These are the behaviors shared by many academically successful students:
1. Budget time:
Successful students are able to split large tasks into smaller, manageable parts. This ensures that long-term projects or extensive unit tests are prepared and completed on time, rather than being overwhelmed or waiting until the last minute. Doing a little work every day makes even the most difficult tasks feasible and less difficult.
2. Stay Organized:
Most people think that organizing school is very important, but many children are unable to organize their homework, folders and folders in order. Unfortunately, confusion leads to lower grades: in addition to some teachers assigning grades based on the organization of folders and folders, keeping the materials organized can also save a lot of time (spend less time looking for papers, re-copying lost work , etc.).
3. Healthy living:
Getting enough rest, proper nutrition, and staying hydrated are easy steps that can be rewarded. With more energy and clarity of mind, activities that require concentration and speed (math problems, for example) will be easier to complete. In addition, with better concentration, your child will be less likely to make mistakes, have the stamina to work all through school, and still have enough energy to go home to do homework, participate in evening activities, etc.
4. Participate in:
Many students involved in sports, music, arts, and other extracurricular activities (girl scouts, youth groups, etc.) may find an interesting paradox: People tend to accomplish more with less time. In other words, when the time to complete homework is limited, many students still focus on their work because they know they have limited work time (because the rest of the evening will be used for other activities). Conversely, hours and hours of unstructured time can cause delays (“I can finish the job later”) and reduce efficiency. Therefore, if your child does not participate in extracurricular or community activities, encourage him or her to join!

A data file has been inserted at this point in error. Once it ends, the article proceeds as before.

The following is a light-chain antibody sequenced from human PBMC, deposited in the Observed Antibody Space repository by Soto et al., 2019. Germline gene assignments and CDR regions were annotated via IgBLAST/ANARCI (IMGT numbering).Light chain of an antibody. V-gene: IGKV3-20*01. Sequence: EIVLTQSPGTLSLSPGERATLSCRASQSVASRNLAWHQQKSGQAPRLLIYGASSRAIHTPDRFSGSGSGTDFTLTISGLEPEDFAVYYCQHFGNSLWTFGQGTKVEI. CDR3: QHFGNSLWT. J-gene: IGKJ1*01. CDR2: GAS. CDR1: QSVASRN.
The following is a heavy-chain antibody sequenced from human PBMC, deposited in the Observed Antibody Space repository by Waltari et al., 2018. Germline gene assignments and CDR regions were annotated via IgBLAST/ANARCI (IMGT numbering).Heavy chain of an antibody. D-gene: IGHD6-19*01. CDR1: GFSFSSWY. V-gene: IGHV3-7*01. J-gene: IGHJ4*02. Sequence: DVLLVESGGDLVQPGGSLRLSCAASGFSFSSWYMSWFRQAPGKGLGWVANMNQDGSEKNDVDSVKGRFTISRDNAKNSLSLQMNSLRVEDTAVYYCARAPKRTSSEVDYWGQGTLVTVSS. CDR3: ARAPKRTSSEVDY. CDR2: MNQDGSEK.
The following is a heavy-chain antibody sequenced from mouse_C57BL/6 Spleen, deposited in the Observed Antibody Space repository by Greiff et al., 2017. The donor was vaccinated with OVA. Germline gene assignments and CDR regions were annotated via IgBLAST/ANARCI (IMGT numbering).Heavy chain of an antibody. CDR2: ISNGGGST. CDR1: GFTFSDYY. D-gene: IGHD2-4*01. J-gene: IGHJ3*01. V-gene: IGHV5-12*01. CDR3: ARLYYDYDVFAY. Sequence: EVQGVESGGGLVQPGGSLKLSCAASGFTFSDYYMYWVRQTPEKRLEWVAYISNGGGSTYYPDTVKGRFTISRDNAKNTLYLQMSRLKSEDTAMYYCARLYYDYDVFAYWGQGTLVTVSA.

5. Communicate with family members:
This means that your children can easily ask you for help with homework or talk about other things in his / her life. Knowing that there is a support network at home increases the likelihood of solving problems (academic, social, emotional) that can hinder progress or prevent your child from focusing on school work.
6. Say it out loud:
Communication should also continue in school so that your child feels comfortable asking for help. Most teachers are very happy to review concepts and provide guidance for projects that are simply asked of students. Anyhow if your child is not enough confident or unwilling to talk to the teacher, he or she will miss the extra help, which can mean the difference between the success and failure of the project or test.
7. Still motivated:
Students who are willing to work and put in more effort quickly separate from those who finish work as soon as possible and / or have a low tolerance for frustration. By showing persistence, your child will experience the joy of holding on to something (even challenging things), and gain the inner satisfaction that comes from watching the project (or test, essay, etc.) to the end.
However, those who consistently incorporate these habits into their lives increase the chances of creating a positive path to school success.